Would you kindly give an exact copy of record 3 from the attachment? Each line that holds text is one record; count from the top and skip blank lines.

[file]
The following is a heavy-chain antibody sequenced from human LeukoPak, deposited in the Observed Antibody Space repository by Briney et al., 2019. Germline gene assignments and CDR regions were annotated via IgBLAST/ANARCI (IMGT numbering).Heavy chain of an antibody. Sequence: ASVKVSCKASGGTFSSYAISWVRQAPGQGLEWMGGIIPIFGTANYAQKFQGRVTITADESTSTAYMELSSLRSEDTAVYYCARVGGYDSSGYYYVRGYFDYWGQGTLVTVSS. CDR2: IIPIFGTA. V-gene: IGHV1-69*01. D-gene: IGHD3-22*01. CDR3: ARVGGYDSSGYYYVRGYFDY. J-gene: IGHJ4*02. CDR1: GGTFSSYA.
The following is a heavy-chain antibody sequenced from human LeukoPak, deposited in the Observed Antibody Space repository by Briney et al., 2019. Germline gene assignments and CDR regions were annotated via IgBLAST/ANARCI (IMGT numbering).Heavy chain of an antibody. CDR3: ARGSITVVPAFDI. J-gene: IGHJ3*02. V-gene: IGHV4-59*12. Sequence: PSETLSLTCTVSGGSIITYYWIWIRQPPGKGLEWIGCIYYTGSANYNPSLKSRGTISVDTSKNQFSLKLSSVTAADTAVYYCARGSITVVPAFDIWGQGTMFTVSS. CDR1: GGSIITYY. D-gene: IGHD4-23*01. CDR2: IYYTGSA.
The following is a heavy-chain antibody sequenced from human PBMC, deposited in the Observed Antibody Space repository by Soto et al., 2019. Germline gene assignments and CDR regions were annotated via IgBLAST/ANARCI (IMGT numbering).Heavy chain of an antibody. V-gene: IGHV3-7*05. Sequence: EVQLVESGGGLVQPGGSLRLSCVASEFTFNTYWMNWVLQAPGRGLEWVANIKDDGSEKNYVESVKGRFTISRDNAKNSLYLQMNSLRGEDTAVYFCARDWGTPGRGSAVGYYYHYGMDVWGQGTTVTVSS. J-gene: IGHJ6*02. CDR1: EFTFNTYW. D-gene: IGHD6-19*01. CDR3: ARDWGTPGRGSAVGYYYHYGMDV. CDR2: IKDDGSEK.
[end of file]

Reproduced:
The following is a heavy-chain antibody sequenced from human PBMC, deposited in the Observed Antibody Space repository by Soto et al., 2019. Germline gene assignments and CDR regions were annotated via IgBLAST/ANARCI (IMGT numbering).Heavy chain of an antibody. V-gene: IGHV3-7*05. Sequence: EVQLVESGGGLVQPGGSLRLSCVASEFTFNTYWMNWVLQAPGRGLEWVANIKDDGSEKNYVESVKGRFTISRDNAKNSLYLQMNSLRGEDTAVYFCARDWGTPGRGSAVGYYYHYGMDVWGQGTTVTVSS. J-gene: IGHJ6*02. CDR1: EFTFNTYW. D-gene: IGHD6-19*01. CDR3: ARDWGTPGRGSAVGYYYHYGMDV. CDR2: IKDDGSEK.